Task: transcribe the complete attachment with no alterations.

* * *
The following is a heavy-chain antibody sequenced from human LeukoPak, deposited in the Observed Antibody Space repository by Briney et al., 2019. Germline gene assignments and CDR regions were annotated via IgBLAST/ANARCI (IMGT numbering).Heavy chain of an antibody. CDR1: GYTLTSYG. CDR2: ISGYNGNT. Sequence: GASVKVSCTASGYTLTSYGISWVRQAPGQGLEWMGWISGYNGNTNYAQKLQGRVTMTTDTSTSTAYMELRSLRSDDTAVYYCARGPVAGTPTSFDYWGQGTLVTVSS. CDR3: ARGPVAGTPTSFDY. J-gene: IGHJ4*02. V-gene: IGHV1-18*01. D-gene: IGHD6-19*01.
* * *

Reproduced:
The following is a heavy-chain antibody sequenced from human LeukoPak, deposited in the Observed Antibody Space repository by Briney et al., 2019. Germline gene assignments and CDR regions were annotated via IgBLAST/ANARCI (IMGT numbering).Heavy chain of an antibody. CDR1: GYTLTSYG. CDR2: ISGYNGNT. Sequence: GASVKVSCTASGYTLTSYGISWVRQAPGQGLEWMGWISGYNGNTNYAQKLQGRVTMTTDTSTSTAYMELRSLRSDDTAVYYCARGPVAGTPTSFDYWGQGTLVTVSS. CDR3: ARGPVAGTPTSFDY. J-gene: IGHJ4*02. V-gene: IGHV1-18*01. D-gene: IGHD6-19*01.